SprintRay is a US-based technology company that manufactures 3D printers and develops software solutions for the dental industry. Using its 3D printers, dental practices can create their own aligners, digital dentures, etc.
Xometry is a 3D printing and manufacturing company that offers on-demand manufacturing services. The company offers a variety of manufacturing processes, including 3D printing, CNC machining, injection molding, and more.
Zetwerk is an Indian-based universal factory offering end-to-end manufacturing services as well as an online marketplace connecting buyers and sellers for customized manufacturing products.
Chip manufacturing is the process of creating integrated circuits from semiconductor materials. Chips are made in a variety of shapes and sizes, and are used in a wide range of electronic devices.
Decarbonization is the process of reducing or eliminating carbon dioxide emissions from various sources, most notably from the burning of fossil fuels. The goal of decarbonization is to reduce the amount of greenhouse gases in the atmosphere and help mitigate climate change.
Rug tufting is the process of attaching yarn or other fibers to a backing material to create a rug. Tufting can be done by hand or machine, and can be done in a variety of patterns.
nTopology is an innovative engineering design platform for advanced manufacturing based in the United States. The platform's features include topology optimization, generative design, lattices, simulation, design automation, and field-driven design.
PPC cement is a type of cement that is used in the construction of precast concrete products. The cement is known for its high compressive and flexural strengths, as well as its low water absorption.
Lamination is the process of bonding two or more layers of material together with a laminating adhesive. The process is often used to create a durable and waterproof finished product.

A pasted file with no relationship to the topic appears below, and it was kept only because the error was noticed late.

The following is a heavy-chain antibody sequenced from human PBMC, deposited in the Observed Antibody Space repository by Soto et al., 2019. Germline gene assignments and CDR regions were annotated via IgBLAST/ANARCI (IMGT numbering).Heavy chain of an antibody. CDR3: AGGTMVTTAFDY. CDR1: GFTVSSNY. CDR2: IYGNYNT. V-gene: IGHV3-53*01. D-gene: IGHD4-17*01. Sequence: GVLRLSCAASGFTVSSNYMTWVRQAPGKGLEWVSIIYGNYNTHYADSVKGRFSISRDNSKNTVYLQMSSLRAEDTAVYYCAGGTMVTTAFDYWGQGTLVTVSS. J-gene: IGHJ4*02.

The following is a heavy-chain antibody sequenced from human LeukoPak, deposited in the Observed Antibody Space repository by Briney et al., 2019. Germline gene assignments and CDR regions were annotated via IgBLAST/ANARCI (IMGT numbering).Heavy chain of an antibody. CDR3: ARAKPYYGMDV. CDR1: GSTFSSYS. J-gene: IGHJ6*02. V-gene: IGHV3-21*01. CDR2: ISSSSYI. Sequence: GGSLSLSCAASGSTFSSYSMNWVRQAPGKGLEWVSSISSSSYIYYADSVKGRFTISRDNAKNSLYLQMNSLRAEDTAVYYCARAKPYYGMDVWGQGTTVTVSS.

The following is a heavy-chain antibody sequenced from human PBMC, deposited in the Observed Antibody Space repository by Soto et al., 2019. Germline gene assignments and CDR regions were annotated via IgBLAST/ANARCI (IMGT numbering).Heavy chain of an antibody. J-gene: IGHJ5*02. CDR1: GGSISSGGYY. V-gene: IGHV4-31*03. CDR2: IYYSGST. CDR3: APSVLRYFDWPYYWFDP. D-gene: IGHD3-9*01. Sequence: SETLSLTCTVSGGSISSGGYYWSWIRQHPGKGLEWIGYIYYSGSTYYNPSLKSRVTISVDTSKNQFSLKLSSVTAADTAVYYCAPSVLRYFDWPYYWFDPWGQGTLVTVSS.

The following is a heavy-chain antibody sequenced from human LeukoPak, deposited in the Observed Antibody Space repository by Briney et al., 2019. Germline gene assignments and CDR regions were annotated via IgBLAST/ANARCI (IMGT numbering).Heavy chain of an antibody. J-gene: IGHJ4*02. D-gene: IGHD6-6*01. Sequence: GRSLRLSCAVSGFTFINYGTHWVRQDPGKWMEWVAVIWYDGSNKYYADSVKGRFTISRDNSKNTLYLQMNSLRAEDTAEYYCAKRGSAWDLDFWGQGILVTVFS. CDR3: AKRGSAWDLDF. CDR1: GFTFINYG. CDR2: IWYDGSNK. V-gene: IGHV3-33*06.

Trend Highlight – Additive Manufacturing and Smart Structures
To manufacture, you almost always need to waste. One of the most common forms of manufacturing is called subtractive manufacturing where the final product starts as a solid block and material is cut away until the final form is reached. 3D printing, also known as additive manufacturing, is the opposite approach: The product starts as nothing and material is added, to only the parts where it’s needed, until the final form is reached.
In a perfectly ideal world, a product’s material is distributed in just the right spots based on how real-world forces will be applied to the product, like how the internal structure of a human bone is sparse in some areas and thicker in the areas where more weight is being supported.
But this level of optimization–like what can be seen in a bone’s internal structure–is not cheap or even possible with traditional manufacturing processes.
And in most industries, this level of optimization simply doesn’t matter, as most products are of relatively low value. For industries with high-value components though, like aviation and space, the savings are massive.
In aviation, even a 1kg weight reduction saves $3k/yr in fuel which equates to nearly $100k total over the course of an aircraft’s lifespan. Using additive manufacturing can help cut hundreds or even thousands of kilograms from a plane’s weight.
And the savings aren’t just in the form of smarter material usage; Additive manufacturing also means many parts can be printed together. NASA famously printed a turbine fuel injector in only 2 parts, whereas before, using different manufacturing techniques, it was a combination of 115 assembled components. This means not only reduced assembly time and costs but also reduced costs for quality assurance.
nTopology is a rapidly growing software for additive manufacturing that helps engineers design smarter parts that lean into the unique strengths of additive manufacturing.
While the consumer 3D printing world saw a rise and fall of hype over the past decade, the much larger industrial 3D printing industry is making big moves from prototyping to production. While less than 5% of 3D printed parts were used in production settings 20 years ago, nearly half are today.
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